Severe storms sweep across Md.

Tornado warnings issued

thousands lose power, but damage is relatively light

May 13, 2002|By Johnathon E. Briggs and Richard Irwin | Johnathon E. Briggs and Richard Irwin,SUN STAFF

For the third time in as many weeks, severe thunderstorms swept Maryland yesterday, prompting tornado warnings that sent people ducking for cover as meteorologists traced alarming Doppler radar readings.

But unlike the tornadoes that ravaged La Plata on April 28 and wreaked lesser havoc in Cecil County on May 2, yesterday's storm left mostly flooded streets, downed power lines, uprooted trees, property damage and, for some, jangled nerves.

Damage reports flowed into police and fire departments as storm cells swept out of the Ohio Valley and across Central Maryland with dramatic lightning, heavy rain and strong winds. Gauges at Baltimore-Washington International Airport measured gusts at 45 mph.

But damage suggested higher winds in other areas.

A tree fell on a house in the 4600 block of Rehbaum Ave. in Arbutus, causing serious damage, but an elderly couple emerged unhurt.

About 5:45 p.m., Baltimore County police received at least 20 reports of storm damage in a matter of minutes, including a call from Lansdowne, where a backyard trampoline in the 3100 block of Freeway was blown into the air and landed on two nearby parked cars.

"Anything not nailed down was blown away," a communications officer said.

Heavy rain quickly flooded many streets in Baltimore -- some because of storm drains blocked by debris, police said.

Baltimore Gas and Electric Co. reported power outages affecting about 35,000 customers. Hardest hit were the city, where about 13,000 lost power, Anne Arundel County with 12,000 affected, and Howard with 7,100.

Although at one point tornado warnings indicated the worst of the storms bearing down on the Carroll County towns of Eldersburg and Sykesville, BGE said only about 300 customers lost power. Many traffic signals in Carroll were disrupted.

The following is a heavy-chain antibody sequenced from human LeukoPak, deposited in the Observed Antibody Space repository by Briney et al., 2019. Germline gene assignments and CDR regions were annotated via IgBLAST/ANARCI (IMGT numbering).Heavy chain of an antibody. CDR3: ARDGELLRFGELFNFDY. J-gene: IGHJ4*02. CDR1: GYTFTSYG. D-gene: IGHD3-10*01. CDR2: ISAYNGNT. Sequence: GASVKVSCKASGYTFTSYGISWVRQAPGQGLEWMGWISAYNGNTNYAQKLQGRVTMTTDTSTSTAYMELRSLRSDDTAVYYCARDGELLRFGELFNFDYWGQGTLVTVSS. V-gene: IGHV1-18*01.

Jennifer Webster, a BGE spokeswoman, blamed short circuits -- the result of high winds that caused wires to touch -- for many of the outages. Repair crews were expected to be working through the night.

In Columbia, a 100-foot oak tree fell by a porch of Kings Contrivance Restaurant, where many patrons were enjoying Mother's Day meals.

"It was startling," said restaurant owner Stuart Teper. "We're really lucky it didn't land on the porch."

As the storms moved toward the east and northeast, the National Weather Service issued a tornado warning for Frederick and Carroll counties at 6:03 p.m. When Robin Parr heard the news at 6:20 p.m., she, her husband, Mark, and their three children rushed to the basement of their home in the 6200 block of Longleaf Pine in Eldersburg, taking their steak dinner with them.

"The clouds were scary. I told my kids to get down there," Parr said. But after 30 minutes, "it turned out to be a dud," she said. But that didn't stop her 9-year-old daughter from crying.

"She was very concerned. I think all that stuff with La Plata," Parr said. "When they saw that damage, it made them think that if it can happen in Maryland, it can happen in Eldersburg."

In Sykesville, Patty D. Leupen's family was watching television and saw news forecasters outlining the storms' path.

"It looked like it was headed right for us," Leupen said. She and her husband, Randy, hurried to get their five children, ages 1 to 12, into the basement of their home. "You just don't take a chance with five kids," she said.

The tornado warning also jarred the nerves of Emily A. Hay, 21, a cashier at Little George's Convenience Store and Deli, minutes from historic Sykesville off Route 32. After her mother called her at work and told her of the warning, she ran to the store window to watch the approaching storm.

"Her running scared me more than the storm," said co-worker Barry A. Snowden, 17.

Asked what he would have done had a tornado touched down near the basement-less business, he said he had a contingency plan in mind.

"We'd run into the cooler after locking the doors," he said. "I'd rather take my chances with a 38-degree room than a tornado."

Sun staff writers Athima Chansanchai and Larry Carson contributed to this article.

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